How to Make Your Website Accessible
Accessibility is an important topic for any website owner or web user with a disability. While you may be familiar with the Americans with Disabilities Act, the ADA, and its impact on workplace discrimination and increased accommodations, you may be less familiar with current implications on the web.
What is Accessibility?
Broadly speaking, accessibility encompasses a range of assistive devices, tools, practices, and strategies that accommodate individuals with disabilities.
What is the ADA?
The Americans with Disabilities Act of 1990 is a civil rights law that seeks to prohibit discrimination on the basis of disability.
You may already be familiar with some of the effects of the ADA. For example, the ADA prohibits prospective employers from discriminating against individuals with disabilities, ensures that public spaces are wheelchair accessible, and grants service animals access to public spaces.
Websites and the ADA
When it comes to websites, the ADA does not provide explicit technical specifications that ensure accessibility. However, the ADA does provide a broad understanding that, as public spaces, websites must provide full and equal access to all visitors.
The gold standard for technical specifications that help ensure full and equal access is the World Wide Web Consortium’s Web Content Accessibility Guidelines.
The World Wide Web Consortium is the leading international standards organization for the web and web technologies. The Web Content Accessibility Guidelines have several different versions including 2.0, 2.1, and the forthcoming 2.2. It is best practice to conform to the most recent version of guidelines.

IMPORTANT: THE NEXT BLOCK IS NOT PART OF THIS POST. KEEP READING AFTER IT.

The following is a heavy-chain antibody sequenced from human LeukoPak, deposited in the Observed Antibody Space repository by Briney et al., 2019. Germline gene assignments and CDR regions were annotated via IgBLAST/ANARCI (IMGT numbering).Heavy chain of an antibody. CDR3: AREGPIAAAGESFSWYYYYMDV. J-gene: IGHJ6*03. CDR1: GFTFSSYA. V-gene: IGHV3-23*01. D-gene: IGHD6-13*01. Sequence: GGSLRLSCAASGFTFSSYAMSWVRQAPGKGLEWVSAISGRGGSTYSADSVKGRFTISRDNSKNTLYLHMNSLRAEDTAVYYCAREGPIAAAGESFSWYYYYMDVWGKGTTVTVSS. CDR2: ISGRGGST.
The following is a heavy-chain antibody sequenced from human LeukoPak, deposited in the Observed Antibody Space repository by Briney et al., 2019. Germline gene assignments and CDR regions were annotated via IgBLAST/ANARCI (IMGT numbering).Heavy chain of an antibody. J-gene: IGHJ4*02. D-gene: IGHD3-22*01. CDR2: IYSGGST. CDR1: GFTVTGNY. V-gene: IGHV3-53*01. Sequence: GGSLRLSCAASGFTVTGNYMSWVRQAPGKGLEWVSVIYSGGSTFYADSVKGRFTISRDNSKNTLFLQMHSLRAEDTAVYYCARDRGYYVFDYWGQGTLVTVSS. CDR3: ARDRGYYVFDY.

It is also important to note that while the ADA alone does not explicitly include website accessibility, it is increasingly applied to websites in case law. Additionally, some states have or are considering their own rules and regulations regarding website accessibility. Most notably California’s Consumer Privacy Act includes website accessibility requirements and hefty fines for violations.
What Are The Accessibility Guidelines?
While you may not need to know all of the Web Content Accessibility Guidelines at the drop of a hat, it is nonetheless important to understand the kinds of problems the guidelines address.
For example, if you have ever visited a site that has chosen to use neon yellow text on a bright white background you may understand the importance of color contrast.
For those with color blindness, ensuring recommended color contrast ratios on a website is key to ensuring your content is easily readable.